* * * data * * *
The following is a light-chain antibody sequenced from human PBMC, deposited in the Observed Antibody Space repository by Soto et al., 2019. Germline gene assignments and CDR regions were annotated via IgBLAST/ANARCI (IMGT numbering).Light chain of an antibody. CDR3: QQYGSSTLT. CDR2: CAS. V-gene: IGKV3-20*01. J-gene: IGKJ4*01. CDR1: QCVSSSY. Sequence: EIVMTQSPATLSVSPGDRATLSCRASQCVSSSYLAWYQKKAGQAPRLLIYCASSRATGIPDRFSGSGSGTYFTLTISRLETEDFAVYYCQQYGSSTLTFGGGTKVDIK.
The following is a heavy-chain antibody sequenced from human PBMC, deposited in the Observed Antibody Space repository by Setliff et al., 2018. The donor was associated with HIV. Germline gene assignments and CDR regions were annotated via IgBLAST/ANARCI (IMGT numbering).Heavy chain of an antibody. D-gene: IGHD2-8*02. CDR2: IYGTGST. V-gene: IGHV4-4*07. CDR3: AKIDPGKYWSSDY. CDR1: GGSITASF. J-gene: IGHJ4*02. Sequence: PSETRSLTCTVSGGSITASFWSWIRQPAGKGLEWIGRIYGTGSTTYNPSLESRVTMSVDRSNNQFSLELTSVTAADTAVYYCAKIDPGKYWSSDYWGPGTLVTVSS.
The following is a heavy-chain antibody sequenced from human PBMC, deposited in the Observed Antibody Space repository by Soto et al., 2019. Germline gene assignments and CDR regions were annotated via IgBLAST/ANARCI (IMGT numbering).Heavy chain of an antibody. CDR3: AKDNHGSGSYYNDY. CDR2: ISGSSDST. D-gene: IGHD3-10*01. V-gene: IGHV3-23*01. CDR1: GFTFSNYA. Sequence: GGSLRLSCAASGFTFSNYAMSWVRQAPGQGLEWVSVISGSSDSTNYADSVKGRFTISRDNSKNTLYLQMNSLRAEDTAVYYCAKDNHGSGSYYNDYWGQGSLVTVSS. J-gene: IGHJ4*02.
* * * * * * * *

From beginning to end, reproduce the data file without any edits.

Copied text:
The following is a light-chain antibody sequenced from human PBMC, deposited in the Observed Antibody Space repository by Soto et al., 2019. Germline gene assignments and CDR regions were annotated via IgBLAST/ANARCI (IMGT numbering).Light chain of an antibody. CDR3: QQYGSSTLT. CDR2: CAS. V-gene: IGKV3-20*01. J-gene: IGKJ4*01. CDR1: QCVSSSY. Sequence: EIVMTQSPATLSVSPGDRATLSCRASQCVSSSYLAWYQKKAGQAPRLLIYCASSRATGIPDRFSGSGSGTYFTLTISRLETEDFAVYYCQQYGSSTLTFGGGTKVDIK.
The following is a heavy-chain antibody sequenced from human PBMC, deposited in the Observed Antibody Space repository by Setliff et al., 2018. The donor was associated with HIV. Germline gene assignments and CDR regions were annotated via IgBLAST/ANARCI (IMGT numbering).Heavy chain of an antibody. D-gene: IGHD2-8*02. CDR2: IYGTGST. V-gene: IGHV4-4*07. CDR3: AKIDPGKYWSSDY. CDR1: GGSITASF. J-gene: IGHJ4*02. Sequence: PSETRSLTCTVSGGSITASFWSWIRQPAGKGLEWIGRIYGTGSTTYNPSLESRVTMSVDRSNNQFSLELTSVTAADTAVYYCAKIDPGKYWSSDYWGPGTLVTVSS.
The following is a heavy-chain antibody sequenced from human PBMC, deposited in the Observed Antibody Space repository by Soto et al., 2019. Germline gene assignments and CDR regions were annotated via IgBLAST/ANARCI (IMGT numbering).Heavy chain of an antibody. CDR3: AKDNHGSGSYYNDY. CDR2: ISGSSDST. D-gene: IGHD3-10*01. V-gene: IGHV3-23*01. CDR1: GFTFSNYA. Sequence: GGSLRLSCAASGFTFSNYAMSWVRQAPGQGLEWVSVISGSSDSTNYADSVKGRFTISRDNSKNTLYLQMNSLRAEDTAVYYCAKDNHGSGSYYNDYWGQGSLVTVSS. J-gene: IGHJ4*02.